UK government demanding that airlines collect personal data on every passenger


The Guardian newspaper reports (6 July 2002) that the British Air Transport Association is objecting to Home Office plans to put through parliament a Statutory Instrument, under the Anti-Terrorism, Crime and Security Act 2001, requiring airlines to record the name, gender, date of birth, home address etc plus the number of pieces of luggage they are carrying before each plane can take off. The airline industry (including British Airways, Virgin and British Midland) are objecting because the costs and delays this will entail (they say passengers will need to get to airports four hours before a flight). A Home Office spokesperson said: "Advice from the law enforcement agencies is that this is key information needed to target and track terrorists".

The Home Office is intending to put a Statutory Instrument (which are usually nodded through) before parliament to bring in the requirement by the beginning of August (see details below).

This idea was originally put forward by the US authorities at a secret meeting of the EU's high-level Strategic Committee on Immigration, Frontiers and Asylum on 26 October 2001. The US delegation called for the exchange of data between EU members states and themselves to include:

"intelligence driven data (review of passenger lists), data on persons known to be inadmissible due to involvement in criminal activity (trafficking, dealing in false documents etc)"

The US said it already had a database on visa applications which contained the names of people: "involved in various kinds of activities giving rise to concern". All visa applications to enter the US are checked against the database and "signals" are entered for: green (OK), red (refuse) and yellow (where a person should be checked/vetted further).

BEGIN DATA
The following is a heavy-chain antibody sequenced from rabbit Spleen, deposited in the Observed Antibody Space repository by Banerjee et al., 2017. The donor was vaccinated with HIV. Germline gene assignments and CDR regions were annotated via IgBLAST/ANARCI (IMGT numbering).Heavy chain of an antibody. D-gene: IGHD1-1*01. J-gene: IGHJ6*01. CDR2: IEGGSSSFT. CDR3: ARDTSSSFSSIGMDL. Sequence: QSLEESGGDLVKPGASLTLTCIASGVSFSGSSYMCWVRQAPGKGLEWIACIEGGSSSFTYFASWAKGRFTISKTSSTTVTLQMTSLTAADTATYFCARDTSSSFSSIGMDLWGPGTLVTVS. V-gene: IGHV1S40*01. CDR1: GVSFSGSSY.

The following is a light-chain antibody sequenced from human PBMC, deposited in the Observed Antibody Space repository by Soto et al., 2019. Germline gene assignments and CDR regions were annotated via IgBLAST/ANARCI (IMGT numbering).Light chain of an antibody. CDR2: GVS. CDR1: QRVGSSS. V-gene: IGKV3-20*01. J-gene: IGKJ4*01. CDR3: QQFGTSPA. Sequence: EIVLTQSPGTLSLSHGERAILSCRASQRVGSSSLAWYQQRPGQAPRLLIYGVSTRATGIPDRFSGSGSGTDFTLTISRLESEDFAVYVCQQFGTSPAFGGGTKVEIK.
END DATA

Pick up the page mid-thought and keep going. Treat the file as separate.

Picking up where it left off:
The basic aim the USA argues is to exclude all "inadmissibles" from entering the US or the EU by extending use and access to passenger details held on APIS (Advanced Passenger Information System) to cover the entry and exits of all passengers. In particular by introducing the Australian use of APIS:

"for pre-boarding intervention especially in the case of "watch-list" persons"

Ongoing US-EU discussions make clear that the concern is not simply with countering terrorism but to exclude from travelling (this avoiding expensive and time-consuming appeals etc) people thought to have committed or suspected of having committed a crime or who are "inadmissible" (a catch-all category including refugees and asylum-seekers who may have been removed from the EU/US). As the US delegation told the meeting on 26 October 2001:

"there was a consensus in the US on the need for an effective system across the board, not targeted specifically at terrorism, but taking the events of 11 September as the trigger for developing a new approach"

Tony Bunyan, Statewatch editor, comments:

"Why didn't the government make their intention clear when the ATCS Act was rushed through parliament, they knew then that this was the measure they were going to introduce because - along with other EU officials - they had been discussing it in secret EU-US talks from October onwards.

The intention is to introduce "pre-boarding" screening of every passenger on every flight leaving a UK airport to exclude "inadmissibles" from boarding the plane (and possibly to detain or arrest them). The government intends to push this through as an anti-terrorism measure but as the discussions show it will extend to suspected criminals, refugees to be excluded and no doubt "troublemakers" going to an EU-wide protest.

If the UK, and the USA, introduce this measure other EU states and the applicant countries will be under enormous pressure to fall into line"


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A new UK Statutory Instrument would spell out the information required under Home Office Circular 7/2002, dated 28 February, implementing Section 119 of the Anti-Terrorism, Crime and Sec

 

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